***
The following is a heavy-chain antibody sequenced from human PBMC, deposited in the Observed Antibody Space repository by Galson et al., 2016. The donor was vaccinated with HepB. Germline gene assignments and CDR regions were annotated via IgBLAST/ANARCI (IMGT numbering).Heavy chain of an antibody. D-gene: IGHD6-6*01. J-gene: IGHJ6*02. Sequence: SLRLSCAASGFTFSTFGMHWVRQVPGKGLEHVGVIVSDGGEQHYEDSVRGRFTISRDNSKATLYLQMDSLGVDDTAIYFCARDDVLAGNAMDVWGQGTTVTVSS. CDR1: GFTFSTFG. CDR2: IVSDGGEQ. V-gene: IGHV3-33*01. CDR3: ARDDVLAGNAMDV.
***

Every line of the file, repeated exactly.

The following is a heavy-chain antibody sequenced from human PBMC, deposited in the Observed Antibody Space repository by Galson et al., 2016. The donor was vaccinated with HepB. Germline gene assignments and CDR regions were annotated via IgBLAST/ANARCI (IMGT numbering).Heavy chain of an antibody. D-gene: IGHD6-6*01. J-gene: IGHJ6*02. Sequence: SLRLSCAASGFTFSTFGMHWVRQVPGKGLEHVGVIVSDGGEQHYEDSVRGRFTISRDNSKATLYLQMDSLGVDDTAIYFCARDDVLAGNAMDVWGQGTTVTVSS. CDR1: GFTFSTFG. CDR2: IVSDGGEQ. V-gene: IGHV3-33*01. CDR3: ARDDVLAGNAMDV.